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WEEKLY ROUND-UP THRU JUN 21st 2024: “To FOMO or Not”

Hey everyone, markets continue to pound higher, but they appear tired. I believe we will see some weakness coming up as we round out the month of June. Get my take in this week’s round-up.


Markets recorded modest gains over the shortened trading week, helping push the S&P to fresh all-time highs. The week also saw signs of broadening and rotation in the market, with value stocks outperforming growth shares and most of the major benchmarks outperforming the technology-heavy Nasdaq. Friday was a so-called triple-witching day, with roughly USD 5.5 trillion in options related to indexes, individual stocks, and exchange-traded funds set to expire.

The start of the week brought some additional evidence that easing labor demand and dwindling savings might be making consumers more cautious. On Tuesday, we saw that retail sales had increased only 0.1% in May, according to advance estimates, while falling a downwardly revised 0.2% in April. Industrial production had expanded 0.9% in May, well above consensus expectations and the fastest pace in nearly a year. Factories were also operating at 78.7% of capacity, a tick above expectations and the highest level since last November. And data released later in the week also arguably suggested that the economy was stronger than indicated by the retail sales data. On Friday, S&P Global announced that its composite index of business activity had risen to 54.6 in June, according to preliminary data, its best level in over two years.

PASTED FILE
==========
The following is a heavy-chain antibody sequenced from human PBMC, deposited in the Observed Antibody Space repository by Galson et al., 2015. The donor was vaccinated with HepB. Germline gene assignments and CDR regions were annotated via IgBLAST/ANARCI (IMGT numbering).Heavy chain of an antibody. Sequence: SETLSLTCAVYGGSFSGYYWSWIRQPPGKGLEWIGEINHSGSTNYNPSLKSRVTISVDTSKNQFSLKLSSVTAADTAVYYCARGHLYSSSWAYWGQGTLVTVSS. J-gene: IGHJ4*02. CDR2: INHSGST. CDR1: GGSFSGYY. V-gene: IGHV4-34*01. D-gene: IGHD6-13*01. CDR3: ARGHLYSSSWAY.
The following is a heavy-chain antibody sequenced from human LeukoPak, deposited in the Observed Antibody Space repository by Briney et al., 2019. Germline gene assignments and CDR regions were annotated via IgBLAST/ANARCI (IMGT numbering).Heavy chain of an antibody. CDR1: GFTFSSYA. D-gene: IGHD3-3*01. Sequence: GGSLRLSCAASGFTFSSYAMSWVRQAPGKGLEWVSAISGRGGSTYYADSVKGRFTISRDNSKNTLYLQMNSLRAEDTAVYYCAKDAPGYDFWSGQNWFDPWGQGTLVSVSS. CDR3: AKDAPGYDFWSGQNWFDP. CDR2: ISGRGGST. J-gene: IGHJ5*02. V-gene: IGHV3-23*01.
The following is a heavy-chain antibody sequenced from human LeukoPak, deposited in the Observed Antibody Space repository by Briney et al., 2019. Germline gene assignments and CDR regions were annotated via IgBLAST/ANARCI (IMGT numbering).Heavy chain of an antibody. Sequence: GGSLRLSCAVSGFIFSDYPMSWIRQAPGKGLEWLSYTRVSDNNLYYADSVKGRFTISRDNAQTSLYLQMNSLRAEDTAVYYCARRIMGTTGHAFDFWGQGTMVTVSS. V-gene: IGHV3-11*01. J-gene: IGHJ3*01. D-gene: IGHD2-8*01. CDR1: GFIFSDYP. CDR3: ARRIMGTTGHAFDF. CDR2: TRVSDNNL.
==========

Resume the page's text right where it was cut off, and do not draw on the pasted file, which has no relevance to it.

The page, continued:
The lackluster retail sales data appeared to push longer-term Treasury yields lower, but Friday’s stronger S&P Global readings brought them back up to end the week modestly higher. The markets still believe in over 2 rate cuts for the year while the Feds are sticking with only 1 rate cut so this divergence persists.

As expected, in England the BoE left its key interest rate unchanged at a 16-year high of 5.25%. They stated the headline inflation rate dropped to the central bank’s target of 2% in May, down from 2.3% the month before. Core inflation, which excludes food and energy, eased to 3.5% from 3.9% in April. However, services inflation of 5.7% was higher than consensus expectations. And in the Euro Zone the Composite PMI—combining activity in manufacturing and services—fell to 50.8 from 52.2 in May, according to preliminary figures compiled by S&P Global.

In Japan the yen weakened to around JPY 158.8 against the USD, from the prior week’s 157.4, hovering near fresh 34-year lows as it remained weighed down by U.S.-Japan interest rate differentials. On the economic data front, expansion in business activity across Japan’s private sector stalled in June, with the flash PMI falling to 50.0, from 52.6 in May. Separate data showed that Japan’s exports surged 13.5% year over year in May, helped by weakness in the yen and solid increases in shipments to the U.S. and China.

And in China, industrial production rose a weaker-than-expected 5.6% in May from a year earlier, slowing from April’s 6.7%. Fixed asset investment grew 4% in the calendar year to May compared with a year ago but eased from the January to April period as real estate investment declines deepened. Meanwhile, retail sales increased an above-consensus 3.7% in May from a year earlier and outpaced April’s 2.3% gain. The nationwide urban unemployment rate remained steady at 5%. China’s new home prices fell 0.7% in May, accelerating from a 0.6% drop in April, marking the steepest month-on-month contraction in nearly a decade, according to the statistics bureau.

Enjoy this week’s round-up;

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